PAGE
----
Smallholder oil palm farmers improve their livelihood in Nigeria

Nigeria is the fifth-largest producer of palm oil globally with less than two per cent of total global market production. About 80 per cent of palm oil production in the country comes from dispersed smallholder farmers. Given the right capacity building, Nigeria can improve palm oil production. Solidaridad has been working with farmers and national stakeholders to contribute to this prospect.

Sunday Oyama Odong, programme participant from Cross River state

Making sustainable practices the norm

Integrating smallholder oil palm farmers into the palm oil supply chain has increased farmers’ yields from 2.7 to 7.4 tons per hectare in Nigeria. This result was achieved under the project “Integrating Independent Smallholder Farmers in Sustainable Palm Oil Supply Chain Through the Roundtable on Sustainable Palm Oil (RSPO) Certification”—The RSPO project. 

This was initiated by Solidaridad to make sustainable agricultural practices the norm for at least 3,000 independent smallholder farmers and to support 2,000 farmers towards certification. 

Prior to the intervention, funded by the RSPO Smallholder Support Fund and supported by Henkel, the average harvest was between 2.7 to 3 metric tons of fresh fruit bunches per hectare. Moreover, farmers lacked appropriate farm management skills.   

Building capacity

In 2015, during the commencement of the project, Solidaridad conducted a survey in two states — Cross River and Akwa Ibom states — which indicated that most of the oil palm farms were hardly slashed, pruning was not done correctly, access paths and circle weeding were not created in the farms, and there was no ground cover management. All these resulted in poor yield leading to low-income levels.

To bring about the desired change, Solidaridad started building the capacity of the smallholder farmers in best management practices and formed them into smallholder independent groups in the oil palm producing communities.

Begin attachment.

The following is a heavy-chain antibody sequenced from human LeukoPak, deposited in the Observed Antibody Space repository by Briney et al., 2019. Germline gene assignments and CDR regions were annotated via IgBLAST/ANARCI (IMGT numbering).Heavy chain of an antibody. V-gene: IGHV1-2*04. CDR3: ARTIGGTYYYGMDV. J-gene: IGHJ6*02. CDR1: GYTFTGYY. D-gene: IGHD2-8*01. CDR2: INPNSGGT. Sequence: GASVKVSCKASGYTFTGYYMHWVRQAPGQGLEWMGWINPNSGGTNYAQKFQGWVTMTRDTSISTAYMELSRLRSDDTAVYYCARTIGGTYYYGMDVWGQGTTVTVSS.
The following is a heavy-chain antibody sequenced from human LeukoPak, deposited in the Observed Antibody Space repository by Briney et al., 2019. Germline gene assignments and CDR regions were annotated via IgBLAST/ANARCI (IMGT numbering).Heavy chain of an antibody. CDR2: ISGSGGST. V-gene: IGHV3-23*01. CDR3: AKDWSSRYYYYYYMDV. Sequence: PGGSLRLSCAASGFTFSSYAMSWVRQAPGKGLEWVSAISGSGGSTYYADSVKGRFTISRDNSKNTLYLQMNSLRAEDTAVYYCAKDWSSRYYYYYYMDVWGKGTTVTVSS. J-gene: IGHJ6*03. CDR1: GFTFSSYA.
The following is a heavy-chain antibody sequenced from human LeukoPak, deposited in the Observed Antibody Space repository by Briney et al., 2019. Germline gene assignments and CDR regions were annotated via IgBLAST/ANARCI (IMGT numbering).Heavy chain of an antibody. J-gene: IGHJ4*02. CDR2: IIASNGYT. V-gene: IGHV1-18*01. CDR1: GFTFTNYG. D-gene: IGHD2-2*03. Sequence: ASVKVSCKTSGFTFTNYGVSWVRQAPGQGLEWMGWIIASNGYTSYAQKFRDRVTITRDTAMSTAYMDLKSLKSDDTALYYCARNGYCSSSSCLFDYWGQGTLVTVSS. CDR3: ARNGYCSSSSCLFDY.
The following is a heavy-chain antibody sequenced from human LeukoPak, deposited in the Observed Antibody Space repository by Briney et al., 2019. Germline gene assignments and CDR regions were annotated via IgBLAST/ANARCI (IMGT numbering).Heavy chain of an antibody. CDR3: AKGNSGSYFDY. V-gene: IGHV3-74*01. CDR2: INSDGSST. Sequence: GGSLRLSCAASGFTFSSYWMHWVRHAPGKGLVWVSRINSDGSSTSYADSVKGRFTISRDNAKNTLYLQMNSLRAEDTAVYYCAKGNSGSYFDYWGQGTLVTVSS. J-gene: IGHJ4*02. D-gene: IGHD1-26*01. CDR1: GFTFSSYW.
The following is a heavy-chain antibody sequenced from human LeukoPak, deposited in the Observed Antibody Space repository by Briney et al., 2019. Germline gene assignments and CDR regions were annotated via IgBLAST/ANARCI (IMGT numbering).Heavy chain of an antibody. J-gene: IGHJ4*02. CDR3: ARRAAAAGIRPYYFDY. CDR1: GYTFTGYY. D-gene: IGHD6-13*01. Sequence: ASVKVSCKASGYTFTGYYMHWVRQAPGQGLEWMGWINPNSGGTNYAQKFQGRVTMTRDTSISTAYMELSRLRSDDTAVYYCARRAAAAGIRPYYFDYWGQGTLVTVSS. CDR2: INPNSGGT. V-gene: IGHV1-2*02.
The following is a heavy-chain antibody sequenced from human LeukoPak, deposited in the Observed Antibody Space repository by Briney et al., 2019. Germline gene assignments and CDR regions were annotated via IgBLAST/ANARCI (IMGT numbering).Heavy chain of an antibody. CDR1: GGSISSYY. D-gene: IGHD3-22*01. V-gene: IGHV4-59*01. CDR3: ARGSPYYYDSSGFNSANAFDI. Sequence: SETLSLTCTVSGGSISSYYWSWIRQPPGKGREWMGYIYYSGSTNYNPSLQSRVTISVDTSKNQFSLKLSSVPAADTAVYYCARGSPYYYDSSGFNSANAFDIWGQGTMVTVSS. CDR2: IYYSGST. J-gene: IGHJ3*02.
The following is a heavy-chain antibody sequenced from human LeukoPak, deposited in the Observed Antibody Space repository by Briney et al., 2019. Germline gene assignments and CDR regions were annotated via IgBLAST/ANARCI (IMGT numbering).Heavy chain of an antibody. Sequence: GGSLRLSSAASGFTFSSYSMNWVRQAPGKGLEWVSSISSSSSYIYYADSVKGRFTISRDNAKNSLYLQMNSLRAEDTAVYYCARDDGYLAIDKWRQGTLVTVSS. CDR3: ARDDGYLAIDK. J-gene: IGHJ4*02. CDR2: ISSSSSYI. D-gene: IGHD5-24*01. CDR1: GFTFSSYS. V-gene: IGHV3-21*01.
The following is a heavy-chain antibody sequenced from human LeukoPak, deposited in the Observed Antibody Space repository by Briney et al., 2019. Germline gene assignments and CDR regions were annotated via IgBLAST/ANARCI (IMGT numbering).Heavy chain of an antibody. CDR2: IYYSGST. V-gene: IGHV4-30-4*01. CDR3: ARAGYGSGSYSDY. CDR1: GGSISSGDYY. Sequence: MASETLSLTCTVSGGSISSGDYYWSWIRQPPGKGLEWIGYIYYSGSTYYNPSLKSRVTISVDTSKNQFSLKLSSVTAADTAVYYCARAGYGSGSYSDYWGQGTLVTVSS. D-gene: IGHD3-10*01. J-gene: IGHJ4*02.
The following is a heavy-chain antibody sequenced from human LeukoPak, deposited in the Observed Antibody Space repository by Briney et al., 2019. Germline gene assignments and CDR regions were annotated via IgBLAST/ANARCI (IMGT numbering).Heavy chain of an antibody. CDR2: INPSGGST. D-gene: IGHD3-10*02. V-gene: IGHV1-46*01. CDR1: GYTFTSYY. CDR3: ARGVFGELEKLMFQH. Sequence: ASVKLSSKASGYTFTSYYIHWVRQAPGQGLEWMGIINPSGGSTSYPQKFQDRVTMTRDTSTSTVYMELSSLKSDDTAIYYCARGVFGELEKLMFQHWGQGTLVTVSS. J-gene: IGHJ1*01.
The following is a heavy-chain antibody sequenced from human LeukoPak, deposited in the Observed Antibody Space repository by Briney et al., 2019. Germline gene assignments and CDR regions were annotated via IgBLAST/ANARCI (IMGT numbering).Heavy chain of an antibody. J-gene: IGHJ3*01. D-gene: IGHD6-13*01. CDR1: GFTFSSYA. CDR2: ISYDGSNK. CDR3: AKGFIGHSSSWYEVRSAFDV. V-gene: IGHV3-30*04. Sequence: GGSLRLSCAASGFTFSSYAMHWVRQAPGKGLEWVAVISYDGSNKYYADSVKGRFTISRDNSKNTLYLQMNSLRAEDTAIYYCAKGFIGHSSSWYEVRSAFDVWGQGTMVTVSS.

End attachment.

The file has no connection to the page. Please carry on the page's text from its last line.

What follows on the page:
Farmers were trained on practices, such as ground cover management, pruning and canopy management, crop residue and fertilizer application, and harvesting techniques using demonstration plots. The project also used the training of trainers’ approach to ensure that more farmers are reached.

So far, 3,000 smallholder farmers in the Cross River and Akwa Ibom states have benefited from the capacity building training aimed at boosting their yield. This has improved the livelihoods of participating farmers.

Improved livelihoods

Sunday Oyama Odong, one of the beneficiary farmers in Cross River state says, after a year of applying the knowledge he acquired from the training in his oil palm farm, his yield has improved. 

“Within a year, I got one metric ton of fresh fruit bunches from the same plot I was struggling to get half a ton in the previous seasons. As of February 2019, I had recorded up to 7 tons of harvest per hectare.  I now harvest three times a month during the peak season,” he says.

Sunday indicates that his livelihood has improved as a result of the income he generates from his farm, and he can now support his children’s education.

Another beneficiary farmer from Akwa Ibom state, Mbang Bassey Samson says he and other farmers have been receiving training from Solidaridad since 2017 on how to maintain their farms. 

We were trained on how to apply fertilizer, create field paths and weed. Since we adopted the practices, our yields have improved, and our incomes have increased.” - Mbang Bassey Samson

Widespread adoption 

After years of implementation, another survey was conducted, which showed an increase of fresh fruit bunches from 2.7 to 7.4 tons per hectare, with some farmers recording up to 10.4 tons per hectare. 

This, Egong Owai, field agronomist at Solidaridad says, has helped improve the livelihood of many farmers who can now support their families with income from their oil palm farms. 

“So far, 47 independent smallholder groups, comprising 5,223 farmers, have been formed in the project areas. These are adhering to best management practices on 8,532 hectares of oil palm fields” says Egong. 

The RSPO project forms part of Solidaridad’s efforts to promote sustainable oil palm production in West Africa by increasing efficiency and productivity,  at both the farm and processing levels.

Read more about our work in Palm Oil.

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